Anyone can become a refugee.
According to a United Nations Refugee Convention definition, refugee is anyone who cannot remain in their own country because of a well-founded fear of persecution based on their ethnicity, religion, political beliefs or other factors. Men, women, young and old, singles and families, all can, and do, move to escape that fear.
A record 1.3 million migrants applied for asylum in the 28 member states of the European Union, Norway and Switzerland in 2015 â€“ nearly double the previous high water mark of roughly 700,000 that was set in 1992 after the fall of the Iron Curtain and the collapse of the Soviet Union.
In fact, of all the asylum seekers who turned up in Europe over the past three decades, one in ten arrived just last year.
The new arrivals are not representative of the demographic profiles of their countries of origin: 72 per cent of last yearâ€™s 1.3 million are men, and 53 per cent of the total are young people, 18 to 34 years of age. If one were to draw a picture of a typical asylum applicant it would be a man in his 20s from a Muslim country (half of the arrivals come from just three countries: Iraq, Syria and Afghanistan).
There are two, not necessarily mutually exclusive, explanations for this demographic skewing: a large proportion of self-described refugees are really people who are simply searching for a better life in Europe (single young male is the typical profile of an economic migrant worldwide) and/or males are making the dangerous and arduous initial journey in order to become â€œanchor refugeesâ€ and subsequently bring their families across (from the original countries of refuge) in an easier way.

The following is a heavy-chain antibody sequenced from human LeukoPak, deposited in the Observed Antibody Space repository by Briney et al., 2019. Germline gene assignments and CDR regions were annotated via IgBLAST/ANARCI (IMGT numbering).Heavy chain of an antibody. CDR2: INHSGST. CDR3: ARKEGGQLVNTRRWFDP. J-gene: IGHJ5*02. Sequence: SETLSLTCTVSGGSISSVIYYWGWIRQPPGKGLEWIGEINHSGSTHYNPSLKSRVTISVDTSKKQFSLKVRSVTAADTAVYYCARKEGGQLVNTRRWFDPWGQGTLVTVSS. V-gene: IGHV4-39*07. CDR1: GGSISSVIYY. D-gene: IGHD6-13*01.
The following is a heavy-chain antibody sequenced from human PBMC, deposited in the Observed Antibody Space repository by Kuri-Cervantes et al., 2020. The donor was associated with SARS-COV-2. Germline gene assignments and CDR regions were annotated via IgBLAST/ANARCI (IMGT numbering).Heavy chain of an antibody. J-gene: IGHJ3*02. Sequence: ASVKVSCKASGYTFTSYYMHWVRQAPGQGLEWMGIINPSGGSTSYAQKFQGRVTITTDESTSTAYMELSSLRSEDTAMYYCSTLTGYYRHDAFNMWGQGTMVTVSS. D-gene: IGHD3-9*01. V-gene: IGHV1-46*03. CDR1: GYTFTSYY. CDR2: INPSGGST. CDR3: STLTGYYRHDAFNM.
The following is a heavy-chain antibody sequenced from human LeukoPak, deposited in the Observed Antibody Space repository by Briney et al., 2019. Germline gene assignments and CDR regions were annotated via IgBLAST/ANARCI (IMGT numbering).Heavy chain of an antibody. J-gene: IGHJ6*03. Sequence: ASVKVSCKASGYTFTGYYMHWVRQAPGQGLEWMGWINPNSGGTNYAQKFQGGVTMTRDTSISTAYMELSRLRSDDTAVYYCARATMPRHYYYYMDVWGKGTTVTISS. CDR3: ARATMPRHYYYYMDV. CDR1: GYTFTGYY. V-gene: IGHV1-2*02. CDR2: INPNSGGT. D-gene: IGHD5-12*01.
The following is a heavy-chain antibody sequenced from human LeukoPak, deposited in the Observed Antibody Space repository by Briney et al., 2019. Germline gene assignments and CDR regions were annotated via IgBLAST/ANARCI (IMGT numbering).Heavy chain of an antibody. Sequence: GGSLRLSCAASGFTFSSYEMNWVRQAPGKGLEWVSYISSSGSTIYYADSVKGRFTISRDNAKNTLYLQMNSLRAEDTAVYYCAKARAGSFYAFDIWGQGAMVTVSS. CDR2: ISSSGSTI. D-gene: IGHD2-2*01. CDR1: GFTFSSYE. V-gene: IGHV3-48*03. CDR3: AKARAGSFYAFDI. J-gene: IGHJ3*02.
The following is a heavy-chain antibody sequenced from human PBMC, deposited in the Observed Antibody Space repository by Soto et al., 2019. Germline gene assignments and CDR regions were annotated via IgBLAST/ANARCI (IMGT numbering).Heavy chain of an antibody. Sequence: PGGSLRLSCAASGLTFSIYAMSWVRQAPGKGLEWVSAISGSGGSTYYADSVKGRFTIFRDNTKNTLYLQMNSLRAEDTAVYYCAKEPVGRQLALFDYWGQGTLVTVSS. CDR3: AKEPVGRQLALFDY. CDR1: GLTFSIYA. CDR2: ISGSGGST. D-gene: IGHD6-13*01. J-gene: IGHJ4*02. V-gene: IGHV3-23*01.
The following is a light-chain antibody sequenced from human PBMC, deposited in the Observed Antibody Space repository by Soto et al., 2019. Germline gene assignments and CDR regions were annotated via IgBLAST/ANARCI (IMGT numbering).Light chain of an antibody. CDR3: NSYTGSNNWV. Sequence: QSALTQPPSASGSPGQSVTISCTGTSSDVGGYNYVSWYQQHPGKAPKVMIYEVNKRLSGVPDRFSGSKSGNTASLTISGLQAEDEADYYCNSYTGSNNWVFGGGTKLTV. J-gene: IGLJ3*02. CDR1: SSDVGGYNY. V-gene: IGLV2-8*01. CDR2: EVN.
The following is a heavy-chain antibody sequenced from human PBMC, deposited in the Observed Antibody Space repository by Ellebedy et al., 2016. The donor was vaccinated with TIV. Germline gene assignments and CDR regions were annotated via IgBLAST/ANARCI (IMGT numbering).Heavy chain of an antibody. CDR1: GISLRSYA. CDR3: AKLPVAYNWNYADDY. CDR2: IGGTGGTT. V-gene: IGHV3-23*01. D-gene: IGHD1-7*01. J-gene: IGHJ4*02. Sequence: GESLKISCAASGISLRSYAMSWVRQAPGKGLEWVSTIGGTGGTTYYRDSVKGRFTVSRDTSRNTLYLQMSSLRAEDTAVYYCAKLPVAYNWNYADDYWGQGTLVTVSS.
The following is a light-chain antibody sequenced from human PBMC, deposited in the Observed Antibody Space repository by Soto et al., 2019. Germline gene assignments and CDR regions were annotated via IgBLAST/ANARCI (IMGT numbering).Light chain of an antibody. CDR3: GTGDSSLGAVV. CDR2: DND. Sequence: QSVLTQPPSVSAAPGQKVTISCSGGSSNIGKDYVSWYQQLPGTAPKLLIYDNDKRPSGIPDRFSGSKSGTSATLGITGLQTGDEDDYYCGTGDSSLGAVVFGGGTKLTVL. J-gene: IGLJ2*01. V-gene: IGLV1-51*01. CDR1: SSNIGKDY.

As any demographer, sociologist or criminologist knows, a gender imbalance in favour of men in any population is a recipe for trouble. Even if none of the asylum seekers were in any way traumatised â€“ or radicalised â€“ by their experiences, young men, or as they are also appropriately called â€œfighting-age menâ€, are more prone to violent, antisocial and criminal behaviour. This is arguably more so if they are unmoored from the constraints and mores of their own society and dumped into a new world, strangers in a strange land, which many of them find both fascinating and repellent at the same time.
Here is a modest proposal for European leaders worried about terrorism, crime and other social pathologies that many fear the asylum seekers bring with them: in the absence of closing the borders or in any other way restricting the migrant flow, which you are unlikely to do no matter how much your citizens demand it, put in place a quota system that heavily favours women and children, that is those most vulnerable, and currently most under-represented amongst the arriving cohort. You would not only be helping the neediest of the needy but also at the same time reducing social problems that many refugees bring.
My hope that Europe will listen to this advice? About zero. Partly because Europe historically tends to oscillate between the extremes of policy, largely disregarding the reasonable middle ground options, and partly because it would be considered to be too much out of the box.